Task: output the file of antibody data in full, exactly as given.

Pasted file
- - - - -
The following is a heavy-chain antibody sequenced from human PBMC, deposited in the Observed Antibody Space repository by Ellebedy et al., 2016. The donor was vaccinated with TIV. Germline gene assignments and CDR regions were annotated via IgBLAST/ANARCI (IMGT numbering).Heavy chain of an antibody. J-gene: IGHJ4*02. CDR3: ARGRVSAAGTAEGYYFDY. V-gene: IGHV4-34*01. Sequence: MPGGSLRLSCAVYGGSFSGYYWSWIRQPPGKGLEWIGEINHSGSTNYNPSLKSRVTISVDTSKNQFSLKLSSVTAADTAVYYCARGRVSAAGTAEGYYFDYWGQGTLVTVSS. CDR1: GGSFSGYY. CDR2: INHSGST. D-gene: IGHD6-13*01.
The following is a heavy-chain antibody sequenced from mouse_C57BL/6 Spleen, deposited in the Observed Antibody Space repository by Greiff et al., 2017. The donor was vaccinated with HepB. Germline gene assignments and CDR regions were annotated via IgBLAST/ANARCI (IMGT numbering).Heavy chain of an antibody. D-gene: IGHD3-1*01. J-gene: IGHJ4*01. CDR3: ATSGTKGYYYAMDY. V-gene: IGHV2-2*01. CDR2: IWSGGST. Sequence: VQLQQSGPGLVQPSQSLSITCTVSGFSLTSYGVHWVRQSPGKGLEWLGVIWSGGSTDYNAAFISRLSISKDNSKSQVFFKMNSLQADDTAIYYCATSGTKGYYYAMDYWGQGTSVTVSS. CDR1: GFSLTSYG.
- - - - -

The following is a heavy-chain antibody sequenced from human PBMC, deposited in the Observed Antibody Space repository by Ellebedy et al., 2016. The donor was vaccinated with TIV. Germline gene assignments and CDR regions were annotated via IgBLAST/ANARCI (IMGT numbering).Heavy chain of an antibody. J-gene: IGHJ4*02. CDR3: ARGRVSAAGTAEGYYFDY. V-gene: IGHV4-34*01. Sequence: MPGGSLRLSCAVYGGSFSGYYWSWIRQPPGKGLEWIGEINHSGSTNYNPSLKSRVTISVDTSKNQFSLKLSSVTAADTAVYYCARGRVSAAGTAEGYYFDYWGQGTLVTVSS. CDR1: GGSFSGYY. CDR2: INHSGST. D-gene: IGHD6-13*01.
The following is a heavy-chain antibody sequenced from mouse_C57BL/6 Spleen, deposited in the Observed Antibody Space repository by Greiff et al., 2017. The donor was vaccinated with HepB. Germline gene assignments and CDR regions were annotated via IgBLAST/ANARCI (IMGT numbering).Heavy chain of an antibody. D-gene: IGHD3-1*01. J-gene: IGHJ4*01. CDR3: ATSGTKGYYYAMDY. V-gene: IGHV2-2*01. CDR2: IWSGGST. Sequence: VQLQQSGPGLVQPSQSLSITCTVSGFSLTSYGVHWVRQSPGKGLEWLGVIWSGGSTDYNAAFISRLSISKDNSKSQVFFKMNSLQADDTAIYYCATSGTKGYYYAMDYWGQGTSVTVSS. CDR1: GFSLTSYG.